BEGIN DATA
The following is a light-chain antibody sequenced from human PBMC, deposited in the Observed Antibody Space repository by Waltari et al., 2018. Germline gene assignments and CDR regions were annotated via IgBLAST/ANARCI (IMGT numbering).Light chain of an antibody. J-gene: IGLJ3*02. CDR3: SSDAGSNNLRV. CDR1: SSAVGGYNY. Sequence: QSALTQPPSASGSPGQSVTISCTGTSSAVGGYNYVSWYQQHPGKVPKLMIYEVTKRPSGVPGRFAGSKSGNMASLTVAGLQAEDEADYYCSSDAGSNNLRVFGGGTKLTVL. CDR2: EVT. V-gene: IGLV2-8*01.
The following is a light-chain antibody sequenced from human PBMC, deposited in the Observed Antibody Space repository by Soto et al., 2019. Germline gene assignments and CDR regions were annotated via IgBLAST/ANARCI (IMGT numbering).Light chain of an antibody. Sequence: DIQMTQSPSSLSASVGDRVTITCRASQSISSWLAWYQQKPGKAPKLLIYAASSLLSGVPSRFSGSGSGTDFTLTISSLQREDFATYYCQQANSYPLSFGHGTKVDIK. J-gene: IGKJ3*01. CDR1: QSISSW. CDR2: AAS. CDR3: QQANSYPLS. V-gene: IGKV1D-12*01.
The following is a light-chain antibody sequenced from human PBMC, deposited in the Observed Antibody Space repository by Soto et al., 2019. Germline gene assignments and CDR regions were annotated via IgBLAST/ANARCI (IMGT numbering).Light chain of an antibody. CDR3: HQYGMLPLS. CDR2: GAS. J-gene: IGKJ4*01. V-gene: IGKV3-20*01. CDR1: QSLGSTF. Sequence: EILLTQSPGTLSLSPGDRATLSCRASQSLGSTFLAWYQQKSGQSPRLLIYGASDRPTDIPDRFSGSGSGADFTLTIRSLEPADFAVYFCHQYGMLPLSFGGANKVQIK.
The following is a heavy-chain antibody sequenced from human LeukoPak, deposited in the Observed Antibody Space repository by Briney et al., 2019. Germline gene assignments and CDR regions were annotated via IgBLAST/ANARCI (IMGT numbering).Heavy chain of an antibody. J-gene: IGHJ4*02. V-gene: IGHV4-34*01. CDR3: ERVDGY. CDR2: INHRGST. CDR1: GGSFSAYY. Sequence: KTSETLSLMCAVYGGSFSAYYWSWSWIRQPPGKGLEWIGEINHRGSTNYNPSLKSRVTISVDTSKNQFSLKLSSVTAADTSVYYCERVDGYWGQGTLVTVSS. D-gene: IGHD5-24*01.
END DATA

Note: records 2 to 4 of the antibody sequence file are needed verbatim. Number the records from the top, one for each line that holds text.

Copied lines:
The following is a light-chain antibody sequenced from human PBMC, deposited in the Observed Antibody Space repository by Soto et al., 2019. Germline gene assignments and CDR regions were annotated via IgBLAST/ANARCI (IMGT numbering).Light chain of an antibody. Sequence: DIQMTQSPSSLSASVGDRVTITCRASQSISSWLAWYQQKPGKAPKLLIYAASSLLSGVPSRFSGSGSGTDFTLTISSLQREDFATYYCQQANSYPLSFGHGTKVDIK. J-gene: IGKJ3*01. CDR1: QSISSW. CDR2: AAS. CDR3: QQANSYPLS. V-gene: IGKV1D-12*01.
The following is a light-chain antibody sequenced from human PBMC, deposited in the Observed Antibody Space repository by Soto et al., 2019. Germline gene assignments and CDR regions were annotated via IgBLAST/ANARCI (IMGT numbering).Light chain of an antibody. CDR3: HQYGMLPLS. CDR2: GAS. J-gene: IGKJ4*01. V-gene: IGKV3-20*01. CDR1: QSLGSTF. Sequence: EILLTQSPGTLSLSPGDRATLSCRASQSLGSTFLAWYQQKSGQSPRLLIYGASDRPTDIPDRFSGSGSGADFTLTIRSLEPADFAVYFCHQYGMLPLSFGGANKVQIK.
The following is a heavy-chain antibody sequenced from human LeukoPak, deposited in the Observed Antibody Space repository by Briney et al., 2019. Germline gene assignments and CDR regions were annotated via IgBLAST/ANARCI (IMGT numbering).Heavy chain of an antibody. J-gene: IGHJ4*02. V-gene: IGHV4-34*01. CDR3: ERVDGY. CDR2: INHRGST. CDR1: GGSFSAYY. Sequence: KTSETLSLMCAVYGGSFSAYYWSWSWIRQPPGKGLEWIGEINHRGSTNYNPSLKSRVTISVDTSKNQFSLKLSSVTAADTSVYYCERVDGYWGQGTLVTVSS. D-gene: IGHD5-24*01.